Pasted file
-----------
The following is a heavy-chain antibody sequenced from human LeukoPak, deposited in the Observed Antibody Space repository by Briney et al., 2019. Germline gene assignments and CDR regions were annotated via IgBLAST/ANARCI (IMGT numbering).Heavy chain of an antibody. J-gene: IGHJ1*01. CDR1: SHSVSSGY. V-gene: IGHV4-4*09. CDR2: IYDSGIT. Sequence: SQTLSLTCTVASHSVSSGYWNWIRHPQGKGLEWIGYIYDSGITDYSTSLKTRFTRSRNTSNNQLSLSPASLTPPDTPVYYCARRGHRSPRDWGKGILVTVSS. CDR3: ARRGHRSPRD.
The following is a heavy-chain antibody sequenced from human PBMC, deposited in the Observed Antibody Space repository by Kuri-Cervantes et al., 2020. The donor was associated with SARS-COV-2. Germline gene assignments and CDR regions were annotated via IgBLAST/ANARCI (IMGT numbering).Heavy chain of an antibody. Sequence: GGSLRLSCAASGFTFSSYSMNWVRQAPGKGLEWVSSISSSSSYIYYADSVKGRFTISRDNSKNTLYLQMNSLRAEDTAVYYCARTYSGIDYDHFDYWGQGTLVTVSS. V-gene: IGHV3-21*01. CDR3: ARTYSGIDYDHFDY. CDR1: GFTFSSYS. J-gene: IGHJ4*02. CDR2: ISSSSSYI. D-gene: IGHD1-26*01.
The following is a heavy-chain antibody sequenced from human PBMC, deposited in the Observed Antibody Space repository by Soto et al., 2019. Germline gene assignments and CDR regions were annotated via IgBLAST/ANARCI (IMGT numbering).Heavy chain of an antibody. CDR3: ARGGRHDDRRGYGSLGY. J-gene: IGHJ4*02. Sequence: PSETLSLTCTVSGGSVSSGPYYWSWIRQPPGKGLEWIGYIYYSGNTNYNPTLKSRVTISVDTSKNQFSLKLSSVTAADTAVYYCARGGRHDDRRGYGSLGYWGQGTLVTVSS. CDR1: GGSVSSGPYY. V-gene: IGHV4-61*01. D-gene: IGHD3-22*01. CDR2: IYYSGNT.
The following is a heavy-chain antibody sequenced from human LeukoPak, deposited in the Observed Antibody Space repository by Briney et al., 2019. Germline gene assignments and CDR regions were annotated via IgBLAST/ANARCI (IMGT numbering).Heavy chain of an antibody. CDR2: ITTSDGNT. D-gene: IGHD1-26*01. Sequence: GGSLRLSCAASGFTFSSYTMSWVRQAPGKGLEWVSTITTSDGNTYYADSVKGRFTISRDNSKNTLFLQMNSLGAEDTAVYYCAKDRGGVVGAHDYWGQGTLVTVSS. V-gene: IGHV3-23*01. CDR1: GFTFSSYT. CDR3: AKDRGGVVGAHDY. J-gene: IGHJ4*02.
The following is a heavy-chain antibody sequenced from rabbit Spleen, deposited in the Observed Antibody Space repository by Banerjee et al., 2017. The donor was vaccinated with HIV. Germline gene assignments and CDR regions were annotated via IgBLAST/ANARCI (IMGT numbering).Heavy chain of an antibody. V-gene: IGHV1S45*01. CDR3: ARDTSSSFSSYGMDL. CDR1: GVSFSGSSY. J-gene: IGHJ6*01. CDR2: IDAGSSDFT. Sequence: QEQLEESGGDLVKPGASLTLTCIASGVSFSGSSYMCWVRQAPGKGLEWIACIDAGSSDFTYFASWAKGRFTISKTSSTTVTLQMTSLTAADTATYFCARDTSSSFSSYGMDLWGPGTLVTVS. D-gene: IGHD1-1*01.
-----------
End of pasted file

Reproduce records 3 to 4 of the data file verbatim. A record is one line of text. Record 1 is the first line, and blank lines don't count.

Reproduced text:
The following is a heavy-chain antibody sequenced from human PBMC, deposited in the Observed Antibody Space repository by Soto et al., 2019. Germline gene assignments and CDR regions were annotated via IgBLAST/ANARCI (IMGT numbering).Heavy chain of an antibody. CDR3: ARGGRHDDRRGYGSLGY. J-gene: IGHJ4*02. Sequence: PSETLSLTCTVSGGSVSSGPYYWSWIRQPPGKGLEWIGYIYYSGNTNYNPTLKSRVTISVDTSKNQFSLKLSSVTAADTAVYYCARGGRHDDRRGYGSLGYWGQGTLVTVSS. CDR1: GGSVSSGPYY. V-gene: IGHV4-61*01. D-gene: IGHD3-22*01. CDR2: IYYSGNT.
The following is a heavy-chain antibody sequenced from human LeukoPak, deposited in the Observed Antibody Space repository by Briney et al., 2019. Germline gene assignments and CDR regions were annotated via IgBLAST/ANARCI (IMGT numbering).Heavy chain of an antibody. CDR2: ITTSDGNT. D-gene: IGHD1-26*01. Sequence: GGSLRLSCAASGFTFSSYTMSWVRQAPGKGLEWVSTITTSDGNTYYADSVKGRFTISRDNSKNTLFLQMNSLGAEDTAVYYCAKDRGGVVGAHDYWGQGTLVTVSS. V-gene: IGHV3-23*01. CDR1: GFTFSSYT. CDR3: AKDRGGVVGAHDY. J-gene: IGHJ4*02.